Fixing the Problem of Too Many New Brands
By Larry Mogelonsky , Owner of Hotel Mogel Consulting Limited and the founder of LMA Communications Inc.
Right now, the hotel industry is experiencing a virtual gusher of new brands. There are so many new faces on the logo tree that even as a keen observer of our niche in the world, I am having difficulty placing what brand goes with what house. I imagine that launching a new brand registers some excitement in the corporate head office, adding a somewhat pleasant diversion for the c-suite executives from the real work of fighting the real issues such as the encroachment of alternate lodging providers, elusive millennial travel desires, waning loyalty or the market domination of the OTAs.
Is it just me, or is the hotel industry just hoping that these established brands will just go away? When was the last time we heard of a refocus on these venerable 'core' brands rather than the new 'toy' brands? My issue is that these core brands already have a 50 year head start, and in this fast and crazy world we live in, attempting to introduce something new is incredibly hard. For example, ask any non-hotelier what a Tru or a Centric property is and you will likely get a puzzled look. Better the devil you know, as they say...
Ergo, here are some of my suggestions for the corporate hotel world. I make these unilaterally, as I am not in any way connected with any of these concerns. I don't even own shares in any of these publicly traded companies.
1. Don't throw out these old brands, reinvest in them. Some of these brands have 40 or 50 (or more) years in the marketplace. They have attained levels of brand recognition that in today's internet world would be impossible to recreate. Aside from accrued reputation and product awareness, they also have decades of internal wherewithal to build upon.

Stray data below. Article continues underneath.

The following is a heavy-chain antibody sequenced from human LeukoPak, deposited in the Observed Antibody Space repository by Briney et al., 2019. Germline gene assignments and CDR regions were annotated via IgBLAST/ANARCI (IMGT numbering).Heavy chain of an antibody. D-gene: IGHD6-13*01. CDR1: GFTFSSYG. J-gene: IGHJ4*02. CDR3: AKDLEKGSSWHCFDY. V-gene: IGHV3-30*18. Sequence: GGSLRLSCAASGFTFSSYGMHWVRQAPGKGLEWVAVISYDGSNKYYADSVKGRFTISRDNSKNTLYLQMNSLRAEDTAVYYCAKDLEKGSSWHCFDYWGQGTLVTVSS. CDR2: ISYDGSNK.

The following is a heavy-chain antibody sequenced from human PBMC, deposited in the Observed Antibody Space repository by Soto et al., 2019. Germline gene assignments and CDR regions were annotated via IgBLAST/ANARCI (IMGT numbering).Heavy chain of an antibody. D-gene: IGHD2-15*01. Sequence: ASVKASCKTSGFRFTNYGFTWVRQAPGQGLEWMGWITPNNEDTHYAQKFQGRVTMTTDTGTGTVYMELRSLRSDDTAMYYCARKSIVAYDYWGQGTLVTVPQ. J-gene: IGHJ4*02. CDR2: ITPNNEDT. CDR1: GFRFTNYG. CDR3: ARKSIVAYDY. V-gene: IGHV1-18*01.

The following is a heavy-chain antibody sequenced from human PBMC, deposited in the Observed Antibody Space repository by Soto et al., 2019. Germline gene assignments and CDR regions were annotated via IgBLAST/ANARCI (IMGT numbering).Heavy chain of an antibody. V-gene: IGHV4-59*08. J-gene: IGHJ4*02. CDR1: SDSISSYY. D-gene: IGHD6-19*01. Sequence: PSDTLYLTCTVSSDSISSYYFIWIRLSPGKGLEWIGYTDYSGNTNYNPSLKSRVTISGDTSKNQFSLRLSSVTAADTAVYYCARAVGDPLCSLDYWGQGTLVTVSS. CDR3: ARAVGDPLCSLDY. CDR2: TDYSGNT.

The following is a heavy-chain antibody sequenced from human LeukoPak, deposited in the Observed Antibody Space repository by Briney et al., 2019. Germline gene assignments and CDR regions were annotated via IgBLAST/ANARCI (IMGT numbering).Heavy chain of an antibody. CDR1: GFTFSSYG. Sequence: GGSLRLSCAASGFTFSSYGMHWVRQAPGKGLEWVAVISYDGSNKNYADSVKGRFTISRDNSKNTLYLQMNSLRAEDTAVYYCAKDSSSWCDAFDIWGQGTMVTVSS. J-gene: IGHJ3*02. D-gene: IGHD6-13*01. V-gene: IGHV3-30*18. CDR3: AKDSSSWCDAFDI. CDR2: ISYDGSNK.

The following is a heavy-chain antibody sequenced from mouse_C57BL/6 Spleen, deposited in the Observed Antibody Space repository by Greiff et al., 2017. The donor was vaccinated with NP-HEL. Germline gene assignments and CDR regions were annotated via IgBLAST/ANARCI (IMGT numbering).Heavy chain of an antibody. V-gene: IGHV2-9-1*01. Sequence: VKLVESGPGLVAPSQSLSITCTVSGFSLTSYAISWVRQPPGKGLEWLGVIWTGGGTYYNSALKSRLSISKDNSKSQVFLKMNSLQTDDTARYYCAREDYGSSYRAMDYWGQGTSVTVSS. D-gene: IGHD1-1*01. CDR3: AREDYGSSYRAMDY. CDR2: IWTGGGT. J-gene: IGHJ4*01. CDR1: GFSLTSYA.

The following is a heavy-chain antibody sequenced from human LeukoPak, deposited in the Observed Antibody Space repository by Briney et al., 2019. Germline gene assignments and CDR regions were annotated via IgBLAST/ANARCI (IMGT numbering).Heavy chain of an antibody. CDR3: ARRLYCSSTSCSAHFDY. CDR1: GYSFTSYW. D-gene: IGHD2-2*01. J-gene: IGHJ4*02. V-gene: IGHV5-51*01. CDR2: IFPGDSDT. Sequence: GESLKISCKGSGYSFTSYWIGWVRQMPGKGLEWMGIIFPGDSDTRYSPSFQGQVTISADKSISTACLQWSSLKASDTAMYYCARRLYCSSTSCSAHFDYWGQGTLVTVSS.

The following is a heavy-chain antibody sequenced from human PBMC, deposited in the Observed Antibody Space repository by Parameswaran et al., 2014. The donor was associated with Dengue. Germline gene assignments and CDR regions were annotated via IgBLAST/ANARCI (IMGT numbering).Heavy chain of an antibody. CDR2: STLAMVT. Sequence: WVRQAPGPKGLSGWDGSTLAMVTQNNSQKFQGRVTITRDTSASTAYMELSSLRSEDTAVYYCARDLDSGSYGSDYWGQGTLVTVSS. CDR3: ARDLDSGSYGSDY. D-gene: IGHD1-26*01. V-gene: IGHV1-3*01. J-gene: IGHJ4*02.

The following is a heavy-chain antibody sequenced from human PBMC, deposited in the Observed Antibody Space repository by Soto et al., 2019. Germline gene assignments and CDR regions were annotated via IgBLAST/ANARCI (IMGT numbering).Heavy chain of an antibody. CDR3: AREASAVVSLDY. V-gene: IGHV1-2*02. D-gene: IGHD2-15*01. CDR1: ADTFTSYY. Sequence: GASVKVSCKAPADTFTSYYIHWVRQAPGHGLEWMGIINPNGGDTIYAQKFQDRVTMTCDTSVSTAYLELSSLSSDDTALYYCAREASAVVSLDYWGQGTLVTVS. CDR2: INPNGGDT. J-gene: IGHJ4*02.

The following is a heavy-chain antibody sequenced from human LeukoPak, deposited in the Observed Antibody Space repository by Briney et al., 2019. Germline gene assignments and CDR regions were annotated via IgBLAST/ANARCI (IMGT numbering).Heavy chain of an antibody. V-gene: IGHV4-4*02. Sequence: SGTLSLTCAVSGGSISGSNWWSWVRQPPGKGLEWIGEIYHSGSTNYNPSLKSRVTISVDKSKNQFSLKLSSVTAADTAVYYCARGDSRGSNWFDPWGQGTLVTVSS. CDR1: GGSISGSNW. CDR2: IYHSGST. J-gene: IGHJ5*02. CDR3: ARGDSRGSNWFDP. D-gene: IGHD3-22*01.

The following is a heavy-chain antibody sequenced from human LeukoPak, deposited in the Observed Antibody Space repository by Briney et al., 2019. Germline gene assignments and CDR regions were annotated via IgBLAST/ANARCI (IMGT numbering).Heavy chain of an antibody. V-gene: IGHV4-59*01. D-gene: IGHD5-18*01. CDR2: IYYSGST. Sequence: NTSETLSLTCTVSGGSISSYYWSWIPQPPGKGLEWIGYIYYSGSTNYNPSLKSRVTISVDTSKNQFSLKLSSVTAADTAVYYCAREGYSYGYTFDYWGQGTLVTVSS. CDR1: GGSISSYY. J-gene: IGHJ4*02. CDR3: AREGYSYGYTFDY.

2. Hold your brand values sacrosanct. Simply put, if operators does not live up to the standards, turf them. Period. No exceptions; no grace period. Remove your brand and take the product off your corporate website. Upholding your brand is an imperative now because consumers have so many options that one little slip can mean a lost customer for life. Add to that the fact that a single bad property reflects poorly on all others in the brand and you have yourself a major reason to reassess your franchisee contracts.
3. Advertise your brand promise. Advertising creates imagery for the consumer that excites and builds anticipation. Advertising also creates awareness and builds value in the brand. It reinforces with your franchisees the corporate commitment to build revenue.
As the ultimate challenge, I dare a brand to say that they have a money back guarantee. Something like, "If we fail to deliver x,y and z then tell us how we failed, and if you booked through our corporate website, we will refund your accommodations." Of course, let your franchisors know they're on the hook for failing to deliver. Post the guarantee on your site as yet another reason why booking direct is the way to go.
To conclude, it's time to take the corporate gloves off. If we are to survive as an industry and keep our brands intact in the face of so many tech-born disruptors, we need to get serious about our products. Adding new brands is an ingenious corporate smokescreen but ultimately fails to address the needs of the core brands.
These newer toy brands may work in the short-term, but I foresee doom in the long run if we don't collectively reinvest in the core brand names that made our industry great. Brands are designed to be more than just a promise, but a guarantee of quality. Right now, all we are guaranteeing is that we will confuse the average consumer.